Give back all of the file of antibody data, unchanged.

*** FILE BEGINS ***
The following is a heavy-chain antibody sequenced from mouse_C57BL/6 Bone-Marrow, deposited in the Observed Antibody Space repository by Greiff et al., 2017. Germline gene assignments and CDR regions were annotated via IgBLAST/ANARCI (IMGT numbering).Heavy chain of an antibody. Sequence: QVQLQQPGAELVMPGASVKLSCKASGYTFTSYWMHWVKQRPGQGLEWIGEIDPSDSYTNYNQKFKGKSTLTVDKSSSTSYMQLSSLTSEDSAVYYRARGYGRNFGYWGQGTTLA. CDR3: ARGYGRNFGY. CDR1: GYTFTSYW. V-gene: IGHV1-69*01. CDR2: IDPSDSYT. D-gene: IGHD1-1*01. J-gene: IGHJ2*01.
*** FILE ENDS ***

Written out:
The following is a heavy-chain antibody sequenced from mouse_C57BL/6 Bone-Marrow, deposited in the Observed Antibody Space repository by Greiff et al., 2017. Germline gene assignments and CDR regions were annotated via IgBLAST/ANARCI (IMGT numbering).Heavy chain of an antibody. Sequence: QVQLQQPGAELVMPGASVKLSCKASGYTFTSYWMHWVKQRPGQGLEWIGEIDPSDSYTNYNQKFKGKSTLTVDKSSSTSYMQLSSLTSEDSAVYYRARGYGRNFGYWGQGTTLA. CDR3: ARGYGRNFGY. CDR1: GYTFTSYW. V-gene: IGHV1-69*01. CDR2: IDPSDSYT. D-gene: IGHD1-1*01. J-gene: IGHJ2*01.